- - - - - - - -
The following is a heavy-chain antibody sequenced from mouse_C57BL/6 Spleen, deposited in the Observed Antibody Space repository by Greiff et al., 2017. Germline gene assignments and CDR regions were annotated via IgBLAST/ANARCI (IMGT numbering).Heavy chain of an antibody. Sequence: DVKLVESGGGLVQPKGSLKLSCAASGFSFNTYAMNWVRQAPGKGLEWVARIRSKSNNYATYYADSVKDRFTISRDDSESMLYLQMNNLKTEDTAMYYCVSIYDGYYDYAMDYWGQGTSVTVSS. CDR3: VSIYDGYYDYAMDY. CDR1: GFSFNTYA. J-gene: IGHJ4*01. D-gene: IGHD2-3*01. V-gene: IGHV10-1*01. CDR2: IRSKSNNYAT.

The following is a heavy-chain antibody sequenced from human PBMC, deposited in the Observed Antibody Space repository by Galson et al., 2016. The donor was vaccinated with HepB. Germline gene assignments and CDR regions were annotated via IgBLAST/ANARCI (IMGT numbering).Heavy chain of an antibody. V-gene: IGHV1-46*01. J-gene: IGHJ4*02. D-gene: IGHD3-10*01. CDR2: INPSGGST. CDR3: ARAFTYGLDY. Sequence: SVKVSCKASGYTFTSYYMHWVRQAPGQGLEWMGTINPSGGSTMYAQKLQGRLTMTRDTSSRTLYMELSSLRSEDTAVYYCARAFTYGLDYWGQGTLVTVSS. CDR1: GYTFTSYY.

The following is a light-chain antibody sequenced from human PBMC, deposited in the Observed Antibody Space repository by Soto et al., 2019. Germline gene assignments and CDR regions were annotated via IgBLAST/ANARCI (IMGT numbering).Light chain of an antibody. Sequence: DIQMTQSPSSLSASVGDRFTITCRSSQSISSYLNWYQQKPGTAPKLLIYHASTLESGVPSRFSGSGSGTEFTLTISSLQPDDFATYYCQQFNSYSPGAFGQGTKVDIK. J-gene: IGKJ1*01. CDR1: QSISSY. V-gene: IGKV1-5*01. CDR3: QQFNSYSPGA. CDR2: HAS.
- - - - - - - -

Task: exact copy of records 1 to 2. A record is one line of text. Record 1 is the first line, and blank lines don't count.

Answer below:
The following is a heavy-chain antibody sequenced from mouse_C57BL/6 Spleen, deposited in the Observed Antibody Space repository by Greiff et al., 2017. Germline gene assignments and CDR regions were annotated via IgBLAST/ANARCI (IMGT numbering).Heavy chain of an antibody. Sequence: DVKLVESGGGLVQPKGSLKLSCAASGFSFNTYAMNWVRQAPGKGLEWVARIRSKSNNYATYYADSVKDRFTISRDDSESMLYLQMNNLKTEDTAMYYCVSIYDGYYDYAMDYWGQGTSVTVSS. CDR3: VSIYDGYYDYAMDY. CDR1: GFSFNTYA. J-gene: IGHJ4*01. D-gene: IGHD2-3*01. V-gene: IGHV10-1*01. CDR2: IRSKSNNYAT.

The following is a heavy-chain antibody sequenced from human PBMC, deposited in the Observed Antibody Space repository by Galson et al., 2016. The donor was vaccinated with HepB. Germline gene assignments and CDR regions were annotated via IgBLAST/ANARCI (IMGT numbering).Heavy chain of an antibody. V-gene: IGHV1-46*01. J-gene: IGHJ4*02. D-gene: IGHD3-10*01. CDR2: INPSGGST. CDR3: ARAFTYGLDY. Sequence: SVKVSCKASGYTFTSYYMHWVRQAPGQGLEWMGTINPSGGSTMYAQKLQGRLTMTRDTSSRTLYMELSSLRSEDTAVYYCARAFTYGLDYWGQGTLVTVSS. CDR1: GYTFTSYY.